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Stretch Marks Are Never Good

 
  March, 29 2006 9:38
your information resource in human molecular genetics
 
     
Stretch marks are not only unsightly, but women with this disorder, appear to be at increased risk for pelvic prolapse, reports an online publication from The Journal of Investigative Dermatology. Like stretch marks, pelvic prolapse is a connective tissue disorder. Pelvic weakness is a serious condition caused by deterioration of support structures that can result in pressure, pain, vaginal bulge and/or urinary incontinence. Pelvic prolapse is an extremely under-reported condition and there is no official data as to how many suffer from the condition. Tracked cases in the US, however, show more than 300,000 procedures are performed annually to repair this condition.

Pregnancy has been previously associated with pelvic weakness, but in the first study to examine pelvic weakening and its association to stretch marks, researchers found that stretch marks were twice as common in women with prolapse as those without. Stretch marks occur when skin is stretched beyond its capacity and normal production of collagen is disrupted. As a result, scars or stretch marks form.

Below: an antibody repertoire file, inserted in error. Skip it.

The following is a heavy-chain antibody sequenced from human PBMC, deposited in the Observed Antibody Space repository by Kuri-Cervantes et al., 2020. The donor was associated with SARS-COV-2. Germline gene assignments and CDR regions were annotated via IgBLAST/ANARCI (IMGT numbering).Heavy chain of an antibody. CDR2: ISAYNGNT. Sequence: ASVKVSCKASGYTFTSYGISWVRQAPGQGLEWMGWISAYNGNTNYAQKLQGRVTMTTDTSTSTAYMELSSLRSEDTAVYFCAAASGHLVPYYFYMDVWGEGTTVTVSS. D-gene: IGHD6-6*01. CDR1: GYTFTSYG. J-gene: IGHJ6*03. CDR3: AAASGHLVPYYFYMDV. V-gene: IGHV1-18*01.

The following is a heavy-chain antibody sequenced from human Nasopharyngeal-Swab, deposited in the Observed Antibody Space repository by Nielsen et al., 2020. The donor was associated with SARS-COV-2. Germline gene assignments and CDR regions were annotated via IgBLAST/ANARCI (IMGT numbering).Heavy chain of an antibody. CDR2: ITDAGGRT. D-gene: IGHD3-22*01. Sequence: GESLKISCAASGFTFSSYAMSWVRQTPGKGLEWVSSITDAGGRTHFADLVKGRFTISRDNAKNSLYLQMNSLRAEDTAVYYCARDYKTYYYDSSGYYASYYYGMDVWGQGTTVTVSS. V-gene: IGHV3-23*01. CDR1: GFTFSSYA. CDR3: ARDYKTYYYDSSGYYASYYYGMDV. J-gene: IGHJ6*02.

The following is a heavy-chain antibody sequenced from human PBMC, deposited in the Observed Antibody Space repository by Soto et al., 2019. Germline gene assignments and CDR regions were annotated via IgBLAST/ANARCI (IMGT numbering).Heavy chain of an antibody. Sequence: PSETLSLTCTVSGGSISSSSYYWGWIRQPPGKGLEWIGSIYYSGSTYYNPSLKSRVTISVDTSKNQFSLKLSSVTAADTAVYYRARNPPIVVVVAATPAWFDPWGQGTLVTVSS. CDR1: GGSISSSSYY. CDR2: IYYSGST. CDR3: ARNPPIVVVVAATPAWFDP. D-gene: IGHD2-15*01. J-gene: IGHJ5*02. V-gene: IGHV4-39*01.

Alexa Kimball and colleagues reviewed results from a survey issued to urogynecology and dermatology patients. Participants ranged in age from 25-90 with an average weight of 152 pounds. Analysis of multiple variables identified stretch marks as the only significant predictor of pelvic prolapse.

Follow up studies will further investigate the incidence and correlation of these two connective tissue disorders and how genetic factors contribute to incidence. Research will also include prospective studies to validate findings and identify predictive markers to prevent the progression of this condition.

Contact:

Joyce-Rachel John (Executive Editor - Academic Journals, Nature Publishing Group, New York, NY, USA)
E-mail: j.john@natureny.com

(C) The Journal of Investigative Dermatology press release.


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